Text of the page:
So Lowth is less read than condemned. And next time anybody tells you that you can't end a sentence with a preposition, tell them to off piss.

Not Guilty

*The title doesn't lie. It's very, very short.


  1. Enjoyed your post. Your mind works in weird & wonderous ways. What a gift you have. On right, write.

  2. Funny, funny post. Loved the joke, however old.

  3. Nothing to do with this post but if you want confirmation that were are in the end times, shortly to face cataclysm, I recommend that you listen to 'Hello Goodbye', covered by the Glee cast. It is miraculously bad. An offence to the ear so vile you will burst your own drums, pluck out your eyes and chew on your tongue.

  4. Jesus Christ, you're right! I'm now crouched in the Inky Fool bunker with a copy of the Bible and an RPG. But, to be honest, that's how I spend most of my evenings.

  5. Soon I'll have to start recycling my older comments , but I don't think I've yet told you that I am infatuated. With this post in particular, although it's awfully hard to choose a favourite. Do you ever give live performances in exchange for a tuition fee?

  6. The Antipodean29 May 2010 16:11

    Ooh, you have D&D in your bunker? Though it could be a little tricky to play if your reactions were similar to Anon's.

    I am apparently lacking in perspicacity, since not only did I survive said offence to the ear with my senses intact, but I am unable to figure out the connection between this post and the Trusty Servant. Or is our friendly hircocervus a default image of some description?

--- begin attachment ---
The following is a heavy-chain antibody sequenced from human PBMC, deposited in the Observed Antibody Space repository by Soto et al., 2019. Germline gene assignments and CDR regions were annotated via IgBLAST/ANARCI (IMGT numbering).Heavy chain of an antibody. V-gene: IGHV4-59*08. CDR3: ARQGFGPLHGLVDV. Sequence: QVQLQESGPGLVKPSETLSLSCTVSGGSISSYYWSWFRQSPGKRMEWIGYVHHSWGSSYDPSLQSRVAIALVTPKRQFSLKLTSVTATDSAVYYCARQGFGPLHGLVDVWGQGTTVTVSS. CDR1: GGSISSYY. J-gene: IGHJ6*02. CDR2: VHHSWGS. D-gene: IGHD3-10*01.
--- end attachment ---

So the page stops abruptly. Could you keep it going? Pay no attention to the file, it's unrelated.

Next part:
Yes, in the process of trying to decipher it, I have just learnt the word hircocervus. I am quite fond of it already, and a little despairing at how little opportunity I will have to use it in casual conversation.

  7. Your posts thrill me...why is it that these complexities of grammar excite me so?

    I'm quite inclined to start my sentences with "And" and "But".

    And, I'm thankful that you have highlighted that this is ok.

    (Now I don't have to confess my sins at the foot of my old school English teacher, who was emphatic about not splitting infinitives either!)

  8. Wikipedia notwithstanding (lovely word), the Trusty Servant is an image of the ideal Wykehamist. Lowth, like Thomas Browne, Lord Alfred Douglas etc. was an alumnus of Winchester College (founded by William of Wykeham, hence Wykehamist). I did an image search for prepositions, but it was much less intriguing.

  9. This is all such a relief. Thank you.

    Having worked in a library for...ooh... about three weeks now it sounds to me like 'The librarian done it' although where I come from no-one asks 'Which section are your grammar books in?' They are far more likely to say: 'Where are the serial killer books, luv?'

  10. The Antipodean30 May 2010 12:08

    Many thanks, not least for the link which (eventually) provided me with a semi-rational excuse for a long-held irrational dislike of men wearing white shoes. With Dr S, my need for confession is reduced.

  11. "How would you go about using a phrasal verb in the imperative? 'Out look!' you would scream. 'Down get! On we're being fired!'"

    In the first of those two, the particle is an adverb, not a preposition. But that's just pedantry.

    A different joke about prepositions/adverbs: a young child was upstairs in bed waiting for the bedtime story. He'd vetoed a particular antipodean tale, but his parent brought it up nonetheless. Unaware of any stylistic recommendations on the placement of prepositions, the child said petulantly:

    "What did you bring that book I didn't want to be read to out of about down under up for?"

  12. Okay, I've been thinking for ages and I can't beat that.

  13. Hi Ranjani- This is very good. I think I read Churchill's quote: "Bad English is something I will not up with put!" -DD